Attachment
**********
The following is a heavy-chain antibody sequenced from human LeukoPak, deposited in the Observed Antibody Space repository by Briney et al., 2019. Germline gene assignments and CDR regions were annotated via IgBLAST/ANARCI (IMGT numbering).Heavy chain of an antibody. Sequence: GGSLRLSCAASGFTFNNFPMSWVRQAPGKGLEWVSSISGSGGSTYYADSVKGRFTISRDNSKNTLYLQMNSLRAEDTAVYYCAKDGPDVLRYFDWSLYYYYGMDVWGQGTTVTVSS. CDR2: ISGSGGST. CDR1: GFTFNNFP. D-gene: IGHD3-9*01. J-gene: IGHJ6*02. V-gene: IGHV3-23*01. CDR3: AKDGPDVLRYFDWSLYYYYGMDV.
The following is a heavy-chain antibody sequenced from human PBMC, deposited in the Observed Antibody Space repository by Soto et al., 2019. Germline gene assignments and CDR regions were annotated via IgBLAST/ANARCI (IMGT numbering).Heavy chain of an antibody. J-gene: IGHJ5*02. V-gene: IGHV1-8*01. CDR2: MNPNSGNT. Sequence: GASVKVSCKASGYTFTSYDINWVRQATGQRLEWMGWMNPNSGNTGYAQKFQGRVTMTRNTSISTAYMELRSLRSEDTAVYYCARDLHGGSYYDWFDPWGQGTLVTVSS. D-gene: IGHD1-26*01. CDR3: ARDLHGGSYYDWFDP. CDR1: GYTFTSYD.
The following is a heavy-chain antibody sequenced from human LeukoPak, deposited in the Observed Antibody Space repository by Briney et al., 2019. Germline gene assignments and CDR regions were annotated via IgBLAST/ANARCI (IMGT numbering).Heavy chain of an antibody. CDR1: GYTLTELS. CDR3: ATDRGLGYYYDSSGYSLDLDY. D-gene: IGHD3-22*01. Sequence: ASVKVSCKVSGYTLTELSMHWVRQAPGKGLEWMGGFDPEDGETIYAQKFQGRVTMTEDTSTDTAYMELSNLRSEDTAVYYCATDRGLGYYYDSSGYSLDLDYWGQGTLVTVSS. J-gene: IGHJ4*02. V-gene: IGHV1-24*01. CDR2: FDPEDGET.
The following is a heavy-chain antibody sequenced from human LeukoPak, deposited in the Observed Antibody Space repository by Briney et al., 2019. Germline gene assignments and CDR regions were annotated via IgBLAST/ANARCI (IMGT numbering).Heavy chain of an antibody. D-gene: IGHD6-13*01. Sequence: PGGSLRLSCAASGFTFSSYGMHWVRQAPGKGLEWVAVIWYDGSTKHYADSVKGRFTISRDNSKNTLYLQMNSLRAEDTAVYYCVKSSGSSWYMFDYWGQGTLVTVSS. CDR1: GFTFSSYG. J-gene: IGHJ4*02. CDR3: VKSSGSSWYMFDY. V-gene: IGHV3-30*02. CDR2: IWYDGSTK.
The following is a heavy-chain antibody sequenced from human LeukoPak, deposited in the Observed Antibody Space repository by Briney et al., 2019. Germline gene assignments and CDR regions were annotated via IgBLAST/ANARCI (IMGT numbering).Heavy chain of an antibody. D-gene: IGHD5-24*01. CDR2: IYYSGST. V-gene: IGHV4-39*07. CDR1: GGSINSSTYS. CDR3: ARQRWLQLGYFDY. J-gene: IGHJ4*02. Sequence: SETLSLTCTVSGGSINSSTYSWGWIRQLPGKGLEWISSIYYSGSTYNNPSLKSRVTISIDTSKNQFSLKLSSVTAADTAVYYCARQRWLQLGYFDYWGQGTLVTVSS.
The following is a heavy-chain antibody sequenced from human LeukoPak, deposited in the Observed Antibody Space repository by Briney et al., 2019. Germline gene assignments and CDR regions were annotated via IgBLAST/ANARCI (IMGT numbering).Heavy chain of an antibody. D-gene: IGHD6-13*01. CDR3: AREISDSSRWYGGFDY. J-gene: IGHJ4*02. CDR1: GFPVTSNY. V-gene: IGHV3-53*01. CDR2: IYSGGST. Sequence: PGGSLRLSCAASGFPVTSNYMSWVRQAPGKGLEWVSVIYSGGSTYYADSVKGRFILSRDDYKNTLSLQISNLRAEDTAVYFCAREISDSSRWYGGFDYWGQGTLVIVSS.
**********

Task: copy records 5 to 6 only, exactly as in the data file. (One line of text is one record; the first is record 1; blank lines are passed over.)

The following is a heavy-chain antibody sequenced from human LeukoPak, deposited in the Observed Antibody Space repository by Briney et al., 2019. Germline gene assignments and CDR regions were annotated via IgBLAST/ANARCI (IMGT numbering).Heavy chain of an antibody. D-gene: IGHD5-24*01. CDR2: IYYSGST. V-gene: IGHV4-39*07. CDR1: GGSINSSTYS. CDR3: ARQRWLQLGYFDY. J-gene: IGHJ4*02. Sequence: SETLSLTCTVSGGSINSSTYSWGWIRQLPGKGLEWISSIYYSGSTYNNPSLKSRVTISIDTSKNQFSLKLSSVTAADTAVYYCARQRWLQLGYFDYWGQGTLVTVSS.
The following is a heavy-chain antibody sequenced from human LeukoPak, deposited in the Observed Antibody Space repository by Briney et al., 2019. Germline gene assignments and CDR regions were annotated via IgBLAST/ANARCI (IMGT numbering).Heavy chain of an antibody. D-gene: IGHD6-13*01. CDR3: AREISDSSRWYGGFDY. J-gene: IGHJ4*02. CDR1: GFPVTSNY. V-gene: IGHV3-53*01. CDR2: IYSGGST. Sequence: PGGSLRLSCAASGFPVTSNYMSWVRQAPGKGLEWVSVIYSGGSTYYADSVKGRFILSRDDYKNTLSLQISNLRAEDTAVYFCAREISDSSRWYGGFDYWGQGTLVIVSS.